The legendary champagne house of Veuve Clicquot has restored it’s famous townhouse at 18 rue du Marc, in Reims, France where a select few receive invitations. Visits are for company executives, friends and family. This is where Veuve Clicquot’s matriarch Madame Barbe Nicole Clicquot-Ponsardin purchased a bright little orchard in 1822. This little burst of urban greenery entered directly into the Champagne company’s history when the Widow offered it to her German business partner, Edouard Werlé, in 1840. It was a highly symbolic gift. Edouard Werlé not only added his name to Clicquot history, but above all established his geographical and family ties to the city of Reims. Later in 1907 the House of Veuve Clicquot Ponsardin acquired the building to host its distinguished guests. Since then, the Hôtel du Marc has embodied this French way of life dear to the champagne house.
In 2007 luxury group LVMH, which acquired the label in 1986, commissioned a renovation which took four years and was overseen by the prominent Parisienne architect and designer Bruno Moinard. In 2011, following many years’ renovations, the Hôtel turned a new corner in its history, deploying its poetry and romantic beauty with a thoroughly modern approach. Moinard was chosen because of his highly personal way of rewriting the narrative of places, with an unmistakable delicacy. A lover of light and lines, he drew his inspiration from the heart and soul of the house, from it’s history, artistic craftsmanship, and details found throughout the property.
Depending on the number of people dining and the mood of the day, the Hôtel’s guests are received either in the Large Dining room, the Small Dining room or the Tasting room.
The Large Dining room flashes its gold against a spectacular matte black background and a wide ash parquet floor. The fireplace and the marble consoles have also been repainted in this palette. In the centre of the room, there is a large table that seats eighteen, surrounded by mahogany chairs upholstered in a “Clicquot yellow” and black horsehair patchwork. Like a fairy-tale, light streams from a gigantic chandelier set with smoked glass drops. And if the daylight is too piercing, huge glacé linen curtains obscure the windows.
In the very antithesis of this style, the Small Dining room exudes a gentle ambience. Faded blues, pastels and ochre tones inspired by the Orient extend along a large wall tapestry.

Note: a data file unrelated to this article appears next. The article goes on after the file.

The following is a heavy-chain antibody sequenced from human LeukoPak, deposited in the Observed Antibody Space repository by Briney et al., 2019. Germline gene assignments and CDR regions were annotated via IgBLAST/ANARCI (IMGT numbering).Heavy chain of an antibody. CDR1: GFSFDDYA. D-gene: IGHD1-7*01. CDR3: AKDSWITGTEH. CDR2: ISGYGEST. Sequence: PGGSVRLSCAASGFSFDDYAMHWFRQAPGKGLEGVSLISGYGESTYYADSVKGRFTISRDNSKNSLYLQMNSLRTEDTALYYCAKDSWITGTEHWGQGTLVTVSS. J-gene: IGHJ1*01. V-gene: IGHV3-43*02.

To access the bedrooms, the main staircase presents itself beckoning of dreams to come. You reach it after crossing the vestibule and its château floor, a large carpet of white stones dotted with black cabochons. Fancy ironwork runs along the stair rail in arabesques, arranged around the monogram of the original builder: an E surrounded by a W, Edouard Werlé’s signature. The grey of hail, the opaque whites of frost, the tender wood of buds, flamboyant autumns, the summer sun on green grass. Like a tale that is reinvented every night, the Hôtel du Marc’s bedrooms offer a changing ode to the seasons of the vine and wine.
The history of each room has then been created in line with the life and tastes of the illustrious figure after whom it is named: Louis de Chevigné, Louis Bohne, Edouard Werlé, Nicolas Ponsardin, Anne d’Uzès, Jacqueline de Caraman-Chimay.
Because Madame Clicquot was known to be an insomniac the bedrooms created by designer Mathieu Lehanneur for the Hôtel du Marc shatters preconceived ideas by implementing techniques found by sleep researchers to aid in the best possible sleep for guests. Here, we quite simply experience sleep. You must let yourself be wrapped in a caressing bubble, while the diffusion of “white noise” isolates the sleeper from any noise pollution. Curtains drawn, the light gently dimming, a temperature of 19° centigrade, perfect for falling asleep. A breeze of sea air whose mineral content swathes the cell metabolism in antioxidant and has moisturizing effects.
Classical with a nod to the modern Hotel du Marc is a unique and exquisite experience. A place of history and art. Where the details of its heritage is combined with a twist of the Orient, and a splash of whimsy. Veuve Clicquot’s signature yellow adds a playful pop to the decor here and there.
But, most of all, to the people of Veuve Clicquot it is a home away from home. Just as Madame Clicquot-Ponsardin and Monsieur Werlé imagined it would be. Dreaming champagne dreams, this once upon a time orchard has grown to be a home for families and fortunes for almost two hundred years.
Photo Credits: Veuve Clicquote
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